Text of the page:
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The boys are asleep, ages two and four, tucked in their bunk beds with their bunny and bear. It’s the after-hours, filled with dark chocolate and folding laundry.

The hours in which mothers remember they are human.

I lean into the bathroom mirror, flecked with toothpaste, find the girl there beneath the tired bags and smile lines. The girl who was told she would never have children because of the way she’d wrecked her body at thirteen.

I wash my hands slowly, hands which look like my homeschooling Mum’s, who baked bread and homemade granola and taught us across the kitchen table tirelessly. She has brain cancer now and my hands shake a little.

The towel is soft and smells like Bounce. I massage lotion across my skin, into my curves, remembering the first night of being married. Me, being unable to get undressed for all of the flaws I saw in my body, all of the angles and the flat sides. My husband in the bed, waiting, and me holding my champagne glass by the door.

And even as the dress finally dropped to the floor, I had resolved to stop eating again because I wanted to be proud of my body.

But no amount of not eating made me feel more beautiful. It only made me hungrier.

I step upstairs, past the creaky plank, pour myself some tea and grab a cookie. I’m eating now. I’ve learned how to listen to my body. What it’s longing for – this started after the miscarriage. After we lost our little girl, and then I got pregnant again with Aiden. And my body began to speak to me: It began to tell me when it wanted yogurt, when it wanted fruits, when it wanted spaghetti at midnight. And I started to listen.

I started to listen to its creaks and groans, its sighs and songs. I listened to the soundless slide of my bones, to the muscles, to my heart pumping oxygen and I began to say, “Thank You.”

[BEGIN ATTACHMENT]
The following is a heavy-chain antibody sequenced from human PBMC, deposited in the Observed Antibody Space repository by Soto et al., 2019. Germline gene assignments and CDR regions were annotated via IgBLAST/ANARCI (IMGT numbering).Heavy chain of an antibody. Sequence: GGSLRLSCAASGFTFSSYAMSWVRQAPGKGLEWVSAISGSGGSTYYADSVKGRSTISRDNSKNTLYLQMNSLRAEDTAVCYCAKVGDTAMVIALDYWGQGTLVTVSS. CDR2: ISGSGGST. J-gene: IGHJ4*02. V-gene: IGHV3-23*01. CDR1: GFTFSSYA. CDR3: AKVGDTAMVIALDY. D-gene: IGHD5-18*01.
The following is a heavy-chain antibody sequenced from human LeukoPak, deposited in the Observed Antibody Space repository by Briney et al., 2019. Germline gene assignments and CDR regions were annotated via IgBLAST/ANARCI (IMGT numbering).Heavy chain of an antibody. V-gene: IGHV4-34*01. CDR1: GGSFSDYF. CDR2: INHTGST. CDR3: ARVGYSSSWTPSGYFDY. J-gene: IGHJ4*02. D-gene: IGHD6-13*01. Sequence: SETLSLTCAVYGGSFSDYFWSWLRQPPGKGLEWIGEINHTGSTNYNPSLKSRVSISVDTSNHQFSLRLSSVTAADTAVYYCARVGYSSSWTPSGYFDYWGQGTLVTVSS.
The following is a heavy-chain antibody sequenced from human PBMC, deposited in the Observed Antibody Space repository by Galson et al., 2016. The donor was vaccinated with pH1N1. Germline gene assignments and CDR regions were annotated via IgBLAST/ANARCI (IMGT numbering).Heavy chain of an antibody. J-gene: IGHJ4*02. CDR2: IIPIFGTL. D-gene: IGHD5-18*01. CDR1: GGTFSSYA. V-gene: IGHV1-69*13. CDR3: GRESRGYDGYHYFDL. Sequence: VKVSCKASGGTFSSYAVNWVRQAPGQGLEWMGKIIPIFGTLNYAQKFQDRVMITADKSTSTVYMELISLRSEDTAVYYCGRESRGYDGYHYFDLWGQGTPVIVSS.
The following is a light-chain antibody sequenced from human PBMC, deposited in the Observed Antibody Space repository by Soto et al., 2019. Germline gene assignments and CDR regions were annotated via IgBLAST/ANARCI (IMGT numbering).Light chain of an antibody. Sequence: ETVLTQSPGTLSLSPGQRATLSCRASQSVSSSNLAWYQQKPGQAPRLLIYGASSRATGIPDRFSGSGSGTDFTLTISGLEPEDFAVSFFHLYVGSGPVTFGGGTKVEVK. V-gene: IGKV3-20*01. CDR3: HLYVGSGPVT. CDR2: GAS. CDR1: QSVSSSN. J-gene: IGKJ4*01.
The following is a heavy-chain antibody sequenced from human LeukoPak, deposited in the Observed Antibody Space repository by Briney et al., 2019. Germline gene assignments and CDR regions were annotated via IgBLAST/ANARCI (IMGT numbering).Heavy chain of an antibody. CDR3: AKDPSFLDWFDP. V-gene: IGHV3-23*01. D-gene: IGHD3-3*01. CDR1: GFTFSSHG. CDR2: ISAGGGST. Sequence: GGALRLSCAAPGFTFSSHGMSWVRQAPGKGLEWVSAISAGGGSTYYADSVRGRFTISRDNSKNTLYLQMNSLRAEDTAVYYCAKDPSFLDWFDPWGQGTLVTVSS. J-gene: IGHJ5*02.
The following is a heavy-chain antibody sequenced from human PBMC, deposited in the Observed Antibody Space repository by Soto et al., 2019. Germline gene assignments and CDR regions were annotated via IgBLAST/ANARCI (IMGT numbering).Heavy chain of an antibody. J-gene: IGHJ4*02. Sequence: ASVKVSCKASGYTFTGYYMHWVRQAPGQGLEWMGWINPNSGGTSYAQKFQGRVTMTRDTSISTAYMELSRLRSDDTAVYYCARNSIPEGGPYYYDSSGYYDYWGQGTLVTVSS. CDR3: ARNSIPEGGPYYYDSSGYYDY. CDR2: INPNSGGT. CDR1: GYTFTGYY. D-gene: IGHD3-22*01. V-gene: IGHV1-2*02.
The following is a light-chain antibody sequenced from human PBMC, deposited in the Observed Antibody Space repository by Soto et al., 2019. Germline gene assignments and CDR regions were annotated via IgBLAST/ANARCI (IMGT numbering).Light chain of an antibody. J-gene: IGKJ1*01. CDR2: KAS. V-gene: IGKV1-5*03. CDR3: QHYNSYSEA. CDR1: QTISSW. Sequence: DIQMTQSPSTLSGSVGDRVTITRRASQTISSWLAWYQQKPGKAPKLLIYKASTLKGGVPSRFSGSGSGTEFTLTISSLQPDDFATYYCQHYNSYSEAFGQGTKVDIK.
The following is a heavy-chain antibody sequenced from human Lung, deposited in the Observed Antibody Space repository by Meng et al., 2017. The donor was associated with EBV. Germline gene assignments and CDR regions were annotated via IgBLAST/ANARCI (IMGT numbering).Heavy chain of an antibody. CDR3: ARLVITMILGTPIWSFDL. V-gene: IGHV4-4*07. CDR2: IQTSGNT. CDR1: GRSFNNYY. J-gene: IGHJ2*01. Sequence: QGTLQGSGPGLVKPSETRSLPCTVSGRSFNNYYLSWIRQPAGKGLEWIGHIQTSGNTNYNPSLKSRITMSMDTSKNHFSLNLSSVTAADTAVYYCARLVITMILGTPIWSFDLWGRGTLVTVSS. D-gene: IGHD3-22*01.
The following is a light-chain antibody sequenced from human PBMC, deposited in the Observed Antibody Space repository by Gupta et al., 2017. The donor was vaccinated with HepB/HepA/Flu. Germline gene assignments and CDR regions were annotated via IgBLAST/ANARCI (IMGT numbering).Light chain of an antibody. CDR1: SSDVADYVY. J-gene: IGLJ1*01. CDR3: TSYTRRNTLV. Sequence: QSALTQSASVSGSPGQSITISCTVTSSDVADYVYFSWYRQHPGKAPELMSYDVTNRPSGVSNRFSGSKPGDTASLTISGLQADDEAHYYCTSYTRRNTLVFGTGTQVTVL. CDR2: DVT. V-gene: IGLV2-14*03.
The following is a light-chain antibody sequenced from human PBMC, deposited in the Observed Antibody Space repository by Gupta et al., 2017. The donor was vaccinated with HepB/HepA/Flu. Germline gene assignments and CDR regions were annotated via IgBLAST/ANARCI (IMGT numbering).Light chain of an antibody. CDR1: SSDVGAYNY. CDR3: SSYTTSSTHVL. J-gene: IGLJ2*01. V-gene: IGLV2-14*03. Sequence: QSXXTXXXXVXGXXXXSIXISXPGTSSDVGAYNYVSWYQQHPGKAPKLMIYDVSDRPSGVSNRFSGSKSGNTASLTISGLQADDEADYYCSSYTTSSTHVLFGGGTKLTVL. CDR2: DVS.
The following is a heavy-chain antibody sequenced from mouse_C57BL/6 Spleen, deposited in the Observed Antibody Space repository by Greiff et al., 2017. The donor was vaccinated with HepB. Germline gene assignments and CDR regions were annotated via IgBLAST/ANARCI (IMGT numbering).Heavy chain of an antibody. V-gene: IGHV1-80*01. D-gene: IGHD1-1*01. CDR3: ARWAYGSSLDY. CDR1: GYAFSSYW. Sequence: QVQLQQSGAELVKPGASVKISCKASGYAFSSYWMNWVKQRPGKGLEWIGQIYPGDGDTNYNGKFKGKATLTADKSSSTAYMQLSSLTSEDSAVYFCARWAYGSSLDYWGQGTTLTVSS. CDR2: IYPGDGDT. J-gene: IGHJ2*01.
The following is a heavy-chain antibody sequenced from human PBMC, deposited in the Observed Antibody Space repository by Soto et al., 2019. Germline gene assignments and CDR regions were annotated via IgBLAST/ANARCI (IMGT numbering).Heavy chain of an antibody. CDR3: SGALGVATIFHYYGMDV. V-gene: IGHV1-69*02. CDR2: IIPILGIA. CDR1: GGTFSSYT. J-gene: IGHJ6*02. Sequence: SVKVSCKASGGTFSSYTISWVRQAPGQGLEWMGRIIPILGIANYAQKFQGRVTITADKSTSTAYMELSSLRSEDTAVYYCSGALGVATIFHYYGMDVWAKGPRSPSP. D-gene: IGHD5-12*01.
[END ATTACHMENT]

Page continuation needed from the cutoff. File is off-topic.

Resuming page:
And some nights I would lie in the bathtub and watch the swell of my stomach full of a child, dancing in the water, and I’d never seen anything more beautiful.

Even now, as I eat my cookie in the silence of the living room, I place my hand subconsciously over my womb, the place laced with stretch marks – life’s embroidery. Because it’s sacred, that space which holds creation.

I’ve got more loose ends now. More folds, more flat spaces and curves, and I’m not afraid anymore. To walk into a room. To undress.

My babies saved my body in the wrecking. They filled every cranny, sucked it dry, and now every day with every hug and kiss, they stamp it with approval.

The tea is gone. Cookie crumbs are in my lap, and my husband enters the room. Finds me in the chair, leans down over my unwashed head, kisses my cheek. “You’re beautiful,” he says.

I smile up at him.

I know.

Emily T. Wierenga is an award-winning journalist, blogger, commissioned artist and columnist, as well as the author of five books including the memoir Atlas Girl: Finding Home in the Last Place I Thought to Look (Baker Books). She lives in Alberta, Canada with her husband and two sons. For more info, please visit Find her on Twitter or Facebook.

How has becoming a mother changed how you view your body?